Anal Fistulas

Anal fistulas are one of the most common surgical condition encountered in modern surgical practice, and one of the

Fistulas have been known in mankind since ancient times: Excavation of the ruins of Pompeii, which erupted in 726, unearthed an ancient bronze ‘fistula probe”, in a site known as “The house of the surgeon”.  Improper treatment of fistulas can result in some of the most debilitating complications and a thorough knowledge of the problem is essential, to avoid complications.


Fistulas arise from a ring of glands, located in the lower rectum, known as the “Dentate line”. Once infection arises in one of these glands, an abscess may arise, which enlarges and results in pain, local swelling and fever Once the abscess drains, either spontaneously, or surgically, a residual tract results known as a fistula.

Anal Fistula

Surgical treatment of fistula depend on the depth of the tract: Simple, superficial fistulas may be treated by simple “laying open” or fistulotomy.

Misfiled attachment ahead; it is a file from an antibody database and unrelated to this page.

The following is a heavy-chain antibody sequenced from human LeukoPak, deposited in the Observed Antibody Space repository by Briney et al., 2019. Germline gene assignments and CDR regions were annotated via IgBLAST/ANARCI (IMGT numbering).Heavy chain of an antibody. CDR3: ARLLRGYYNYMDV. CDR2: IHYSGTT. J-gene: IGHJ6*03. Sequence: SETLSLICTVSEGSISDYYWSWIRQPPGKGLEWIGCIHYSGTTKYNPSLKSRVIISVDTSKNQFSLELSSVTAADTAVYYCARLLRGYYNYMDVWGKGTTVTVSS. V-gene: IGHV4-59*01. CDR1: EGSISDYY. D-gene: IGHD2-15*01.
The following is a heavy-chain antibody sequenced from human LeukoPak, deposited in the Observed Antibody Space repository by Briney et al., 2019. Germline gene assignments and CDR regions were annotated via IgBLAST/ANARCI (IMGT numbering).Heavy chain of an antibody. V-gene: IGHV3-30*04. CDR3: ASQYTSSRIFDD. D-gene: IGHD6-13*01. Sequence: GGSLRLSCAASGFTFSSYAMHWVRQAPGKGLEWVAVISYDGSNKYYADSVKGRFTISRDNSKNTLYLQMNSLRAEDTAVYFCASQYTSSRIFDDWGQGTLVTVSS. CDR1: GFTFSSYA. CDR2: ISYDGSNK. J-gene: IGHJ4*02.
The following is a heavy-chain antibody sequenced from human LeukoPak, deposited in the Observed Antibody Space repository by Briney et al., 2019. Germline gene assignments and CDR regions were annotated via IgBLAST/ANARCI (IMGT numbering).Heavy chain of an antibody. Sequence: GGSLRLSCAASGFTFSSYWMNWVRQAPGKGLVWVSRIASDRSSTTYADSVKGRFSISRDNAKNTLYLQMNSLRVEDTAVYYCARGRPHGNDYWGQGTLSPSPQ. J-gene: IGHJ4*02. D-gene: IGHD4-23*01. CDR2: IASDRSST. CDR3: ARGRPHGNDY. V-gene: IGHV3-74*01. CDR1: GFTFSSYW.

Deeper more complex fistulas require a stage approach, since they usually incorporate a significant amount of sphincter muscle, and dividing the muscle may result in some degree of anorectal incontinence.


The first stage in treating Complex fistula involve placing a small surgical drain or “seton” (Greek for “thread”), which typically remains in place for about 3 months.  Once the fistula tract has “matured”, the infection has subsided, and the swelling (edema) subsided, the final corrective procedure can be performed.

The final procedure depends on the depth of the tract: More superficial fistulas may be treated by fistulotomy, since the tract is typically more superficial after the seton has been in place for three months. The deeper tracts may require a biological, absorbable “Fistula Plug”, which is concerted into collagen tissue within the tract, and closes the fistula without cutting any tissue, and without risk of incontinence. The “Fistula Plug” was invented by Dr David Armstrong, and is used throughout the world.

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